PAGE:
LW: But there's a perception at least that when you're in your thirties and chasing your first PI position, you should be working really long hours in the lab and putting all your energy into that.

AY: There's a perception, yes. But this is not always the truth. How about doctors? Women that want to be an MP? There are many of those. It's long hours, sometimes the whole night. What about this? Society is not against women in medicine. There are occupations where women are paid less or that put them on tracks where they cannot be promoted. This is not just a problem for science - this is for the cashiers in the supermarket. It's very easy to say women cannot do science because there are long hours, but this is not correct. Nurses are working long hours and nurses are women. Society is, or was, against intellect in women and the idea that women could compete in an intellectual or scientific way. It's not that it is difficult for a woman to do science. Science is very demanding from both men and women. I didn't feel any gender problem and I think that everyone I know from my girl friends, no one complains directly about a gender problem. Science just is demanding - you cannot enjoy science unless you are curious and usually you do well because you educate yourself and you work hard, because you like it, not because you are a woman or a man.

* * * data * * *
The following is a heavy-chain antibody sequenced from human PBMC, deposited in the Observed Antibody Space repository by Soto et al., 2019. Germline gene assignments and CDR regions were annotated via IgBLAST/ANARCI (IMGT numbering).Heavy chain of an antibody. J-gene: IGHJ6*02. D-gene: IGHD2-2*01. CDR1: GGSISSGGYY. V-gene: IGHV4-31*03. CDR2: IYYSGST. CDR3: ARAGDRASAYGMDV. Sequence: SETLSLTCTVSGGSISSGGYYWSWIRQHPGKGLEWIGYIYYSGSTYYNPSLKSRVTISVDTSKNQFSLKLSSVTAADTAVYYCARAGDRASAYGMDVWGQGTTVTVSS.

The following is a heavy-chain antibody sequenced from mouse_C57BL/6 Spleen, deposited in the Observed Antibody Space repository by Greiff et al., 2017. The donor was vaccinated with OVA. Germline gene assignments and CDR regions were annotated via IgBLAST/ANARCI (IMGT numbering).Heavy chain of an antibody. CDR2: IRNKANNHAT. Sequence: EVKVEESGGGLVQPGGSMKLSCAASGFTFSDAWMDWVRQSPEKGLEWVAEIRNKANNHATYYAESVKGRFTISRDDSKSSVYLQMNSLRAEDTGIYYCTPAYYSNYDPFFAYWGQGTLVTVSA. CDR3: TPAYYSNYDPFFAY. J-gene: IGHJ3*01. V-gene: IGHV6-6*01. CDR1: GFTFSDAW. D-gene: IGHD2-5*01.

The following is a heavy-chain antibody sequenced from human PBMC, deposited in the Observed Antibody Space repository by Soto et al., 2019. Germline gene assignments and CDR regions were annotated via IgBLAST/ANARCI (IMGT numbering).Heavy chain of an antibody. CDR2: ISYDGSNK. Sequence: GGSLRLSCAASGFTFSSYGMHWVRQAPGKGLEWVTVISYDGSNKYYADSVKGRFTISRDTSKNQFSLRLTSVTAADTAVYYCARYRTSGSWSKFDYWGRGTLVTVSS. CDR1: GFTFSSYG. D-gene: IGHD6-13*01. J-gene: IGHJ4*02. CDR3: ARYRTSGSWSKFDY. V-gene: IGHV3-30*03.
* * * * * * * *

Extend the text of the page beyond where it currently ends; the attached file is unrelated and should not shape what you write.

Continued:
And one more point: for many years people laughed at me; they were very sceptical about my ideas. It was not easy to get into science for almost 15 years. People called me all sorts of names, "dreamer" etc. I didn't care. I just didn't care.  But when the results started to come, they said "If you were a man, they wouldn't be so nasty." I think men are nasty to other men in everything that they have to progress in - whether that is science or business - as much as they are nasty to women. There are more awful stories about men trying to kick out another competitor than just a woman.